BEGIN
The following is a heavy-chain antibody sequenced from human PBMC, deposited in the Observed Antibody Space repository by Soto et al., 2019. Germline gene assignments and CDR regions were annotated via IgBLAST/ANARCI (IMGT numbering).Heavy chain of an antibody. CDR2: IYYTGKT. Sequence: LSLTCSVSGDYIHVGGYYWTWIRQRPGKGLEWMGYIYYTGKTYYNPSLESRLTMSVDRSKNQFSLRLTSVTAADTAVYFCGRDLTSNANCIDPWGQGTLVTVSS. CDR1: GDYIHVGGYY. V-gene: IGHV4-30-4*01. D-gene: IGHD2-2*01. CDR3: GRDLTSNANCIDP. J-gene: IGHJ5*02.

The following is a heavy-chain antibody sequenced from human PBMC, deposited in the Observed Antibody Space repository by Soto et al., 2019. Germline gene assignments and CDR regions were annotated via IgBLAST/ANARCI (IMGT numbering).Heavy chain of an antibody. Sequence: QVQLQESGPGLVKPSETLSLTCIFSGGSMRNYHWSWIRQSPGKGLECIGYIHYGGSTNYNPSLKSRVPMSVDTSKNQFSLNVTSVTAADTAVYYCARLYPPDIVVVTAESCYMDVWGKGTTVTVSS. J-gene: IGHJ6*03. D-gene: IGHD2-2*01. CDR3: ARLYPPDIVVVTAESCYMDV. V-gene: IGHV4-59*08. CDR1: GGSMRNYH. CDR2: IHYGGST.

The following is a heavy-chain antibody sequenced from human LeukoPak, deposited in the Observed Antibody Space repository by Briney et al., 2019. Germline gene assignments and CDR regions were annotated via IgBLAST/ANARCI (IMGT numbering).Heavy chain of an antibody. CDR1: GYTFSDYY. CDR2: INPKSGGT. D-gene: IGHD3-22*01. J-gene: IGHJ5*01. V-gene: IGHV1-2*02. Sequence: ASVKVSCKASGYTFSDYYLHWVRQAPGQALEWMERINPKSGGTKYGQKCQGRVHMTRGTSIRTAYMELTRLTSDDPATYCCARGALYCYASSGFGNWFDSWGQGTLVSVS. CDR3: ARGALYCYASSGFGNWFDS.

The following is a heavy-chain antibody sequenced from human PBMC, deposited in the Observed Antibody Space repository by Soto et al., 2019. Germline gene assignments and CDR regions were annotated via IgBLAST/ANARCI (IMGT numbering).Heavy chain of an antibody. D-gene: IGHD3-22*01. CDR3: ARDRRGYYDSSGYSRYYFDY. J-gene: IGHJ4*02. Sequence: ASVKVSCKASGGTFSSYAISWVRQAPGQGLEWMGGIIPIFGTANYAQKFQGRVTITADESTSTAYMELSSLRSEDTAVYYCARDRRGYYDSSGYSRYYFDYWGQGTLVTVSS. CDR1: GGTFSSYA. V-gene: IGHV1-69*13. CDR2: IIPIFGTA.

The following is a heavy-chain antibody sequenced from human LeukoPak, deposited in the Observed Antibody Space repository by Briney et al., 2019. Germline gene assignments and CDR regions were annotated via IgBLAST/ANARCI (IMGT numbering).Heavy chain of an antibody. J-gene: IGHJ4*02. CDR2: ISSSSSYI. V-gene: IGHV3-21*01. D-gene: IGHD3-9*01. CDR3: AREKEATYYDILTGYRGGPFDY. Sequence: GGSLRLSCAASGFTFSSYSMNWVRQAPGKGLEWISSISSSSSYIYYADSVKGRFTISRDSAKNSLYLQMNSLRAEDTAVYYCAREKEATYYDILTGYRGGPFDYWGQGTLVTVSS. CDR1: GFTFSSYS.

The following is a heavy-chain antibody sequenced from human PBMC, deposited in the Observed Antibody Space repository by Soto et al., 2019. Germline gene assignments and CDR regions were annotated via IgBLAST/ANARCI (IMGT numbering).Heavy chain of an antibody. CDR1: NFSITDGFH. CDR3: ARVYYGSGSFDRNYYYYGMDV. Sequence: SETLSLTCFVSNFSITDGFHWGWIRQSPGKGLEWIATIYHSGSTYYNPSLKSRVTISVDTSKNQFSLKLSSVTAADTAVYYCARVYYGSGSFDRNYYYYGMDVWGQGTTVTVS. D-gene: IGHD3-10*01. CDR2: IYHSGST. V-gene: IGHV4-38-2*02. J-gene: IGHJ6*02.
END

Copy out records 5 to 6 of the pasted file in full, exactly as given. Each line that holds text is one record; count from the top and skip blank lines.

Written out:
The following is a heavy-chain antibody sequenced from human LeukoPak, deposited in the Observed Antibody Space repository by Briney et al., 2019. Germline gene assignments and CDR regions were annotated via IgBLAST/ANARCI (IMGT numbering).Heavy chain of an antibody. J-gene: IGHJ4*02. CDR2: ISSSSSYI. V-gene: IGHV3-21*01. D-gene: IGHD3-9*01. CDR3: AREKEATYYDILTGYRGGPFDY. Sequence: GGSLRLSCAASGFTFSSYSMNWVRQAPGKGLEWISSISSSSSYIYYADSVKGRFTISRDSAKNSLYLQMNSLRAEDTAVYYCAREKEATYYDILTGYRGGPFDYWGQGTLVTVSS. CDR1: GFTFSSYS.

The following is a heavy-chain antibody sequenced from human PBMC, deposited in the Observed Antibody Space repository by Soto et al., 2019. Germline gene assignments and CDR regions were annotated via IgBLAST/ANARCI (IMGT numbering).Heavy chain of an antibody. CDR1: NFSITDGFH. CDR3: ARVYYGSGSFDRNYYYYGMDV. Sequence: SETLSLTCFVSNFSITDGFHWGWIRQSPGKGLEWIATIYHSGSTYYNPSLKSRVTISVDTSKNQFSLKLSSVTAADTAVYYCARVYYGSGSFDRNYYYYGMDVWGQGTTVTVS. D-gene: IGHD3-10*01. CDR2: IYHSGST. V-gene: IGHV4-38-2*02. J-gene: IGHJ6*02.